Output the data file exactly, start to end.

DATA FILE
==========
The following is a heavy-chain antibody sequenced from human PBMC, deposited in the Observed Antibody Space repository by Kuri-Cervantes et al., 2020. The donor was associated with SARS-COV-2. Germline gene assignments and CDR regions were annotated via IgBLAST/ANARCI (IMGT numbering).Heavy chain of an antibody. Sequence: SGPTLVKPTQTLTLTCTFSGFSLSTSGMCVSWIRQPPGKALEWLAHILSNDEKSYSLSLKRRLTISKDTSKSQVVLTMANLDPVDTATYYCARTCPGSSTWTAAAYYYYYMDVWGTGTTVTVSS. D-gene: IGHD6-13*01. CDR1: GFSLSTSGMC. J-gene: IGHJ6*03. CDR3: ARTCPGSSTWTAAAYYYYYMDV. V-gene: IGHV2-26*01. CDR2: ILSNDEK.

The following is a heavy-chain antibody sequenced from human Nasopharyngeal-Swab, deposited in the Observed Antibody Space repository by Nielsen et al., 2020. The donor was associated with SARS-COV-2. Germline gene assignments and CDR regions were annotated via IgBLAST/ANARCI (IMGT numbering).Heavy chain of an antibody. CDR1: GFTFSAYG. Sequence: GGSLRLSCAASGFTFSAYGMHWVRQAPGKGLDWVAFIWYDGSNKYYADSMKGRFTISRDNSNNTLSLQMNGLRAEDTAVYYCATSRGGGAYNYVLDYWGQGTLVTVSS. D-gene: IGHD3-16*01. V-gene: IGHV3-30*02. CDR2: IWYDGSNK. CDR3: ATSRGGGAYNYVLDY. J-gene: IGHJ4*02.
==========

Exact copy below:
The following is a heavy-chain antibody sequenced from human PBMC, deposited in the Observed Antibody Space repository by Kuri-Cervantes et al., 2020. The donor was associated with SARS-COV-2. Germline gene assignments and CDR regions were annotated via IgBLAST/ANARCI (IMGT numbering).Heavy chain of an antibody. Sequence: SGPTLVKPTQTLTLTCTFSGFSLSTSGMCVSWIRQPPGKALEWLAHILSNDEKSYSLSLKRRLTISKDTSKSQVVLTMANLDPVDTATYYCARTCPGSSTWTAAAYYYYYMDVWGTGTTVTVSS. D-gene: IGHD6-13*01. CDR1: GFSLSTSGMC. J-gene: IGHJ6*03. CDR3: ARTCPGSSTWTAAAYYYYYMDV. V-gene: IGHV2-26*01. CDR2: ILSNDEK.

The following is a heavy-chain antibody sequenced from human Nasopharyngeal-Swab, deposited in the Observed Antibody Space repository by Nielsen et al., 2020. The donor was associated with SARS-COV-2. Germline gene assignments and CDR regions were annotated via IgBLAST/ANARCI (IMGT numbering).Heavy chain of an antibody. CDR1: GFTFSAYG. Sequence: GGSLRLSCAASGFTFSAYGMHWVRQAPGKGLDWVAFIWYDGSNKYYADSMKGRFTISRDNSNNTLSLQMNGLRAEDTAVYYCATSRGGGAYNYVLDYWGQGTLVTVSS. D-gene: IGHD3-16*01. V-gene: IGHV3-30*02. CDR2: IWYDGSNK. CDR3: ATSRGGGAYNYVLDY. J-gene: IGHJ4*02.